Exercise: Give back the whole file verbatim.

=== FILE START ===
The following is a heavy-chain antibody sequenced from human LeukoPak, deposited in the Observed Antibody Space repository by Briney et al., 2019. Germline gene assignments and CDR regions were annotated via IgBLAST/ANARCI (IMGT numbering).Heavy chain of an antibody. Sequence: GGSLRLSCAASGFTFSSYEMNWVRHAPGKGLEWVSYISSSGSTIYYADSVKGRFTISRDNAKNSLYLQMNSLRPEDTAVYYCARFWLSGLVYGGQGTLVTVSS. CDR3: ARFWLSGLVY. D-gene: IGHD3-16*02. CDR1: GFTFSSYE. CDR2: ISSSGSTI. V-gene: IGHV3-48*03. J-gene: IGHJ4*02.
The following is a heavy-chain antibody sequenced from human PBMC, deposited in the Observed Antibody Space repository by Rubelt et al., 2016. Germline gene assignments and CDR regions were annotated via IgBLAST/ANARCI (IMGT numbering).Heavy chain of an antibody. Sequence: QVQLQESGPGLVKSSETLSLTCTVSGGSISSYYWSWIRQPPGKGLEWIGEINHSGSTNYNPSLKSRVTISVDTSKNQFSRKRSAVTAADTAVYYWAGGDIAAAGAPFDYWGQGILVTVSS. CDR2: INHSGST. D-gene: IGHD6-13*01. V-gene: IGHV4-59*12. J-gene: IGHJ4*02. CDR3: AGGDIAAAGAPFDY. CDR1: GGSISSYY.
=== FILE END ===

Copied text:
The following is a heavy-chain antibody sequenced from human LeukoPak, deposited in the Observed Antibody Space repository by Briney et al., 2019. Germline gene assignments and CDR regions were annotated via IgBLAST/ANARCI (IMGT numbering).Heavy chain of an antibody. Sequence: GGSLRLSCAASGFTFSSYEMNWVRHAPGKGLEWVSYISSSGSTIYYADSVKGRFTISRDNAKNSLYLQMNSLRPEDTAVYYCARFWLSGLVYGGQGTLVTVSS. CDR3: ARFWLSGLVY. D-gene: IGHD3-16*02. CDR1: GFTFSSYE. CDR2: ISSSGSTI. V-gene: IGHV3-48*03. J-gene: IGHJ4*02.
The following is a heavy-chain antibody sequenced from human PBMC, deposited in the Observed Antibody Space repository by Rubelt et al., 2016. Germline gene assignments and CDR regions were annotated via IgBLAST/ANARCI (IMGT numbering).Heavy chain of an antibody. Sequence: QVQLQESGPGLVKSSETLSLTCTVSGGSISSYYWSWIRQPPGKGLEWIGEINHSGSTNYNPSLKSRVTISVDTSKNQFSRKRSAVTAADTAVYYWAGGDIAAAGAPFDYWGQGILVTVSS. CDR2: INHSGST. D-gene: IGHD6-13*01. V-gene: IGHV4-59*12. J-gene: IGHJ4*02. CDR3: AGGDIAAAGAPFDY. CDR1: GGSISSYY.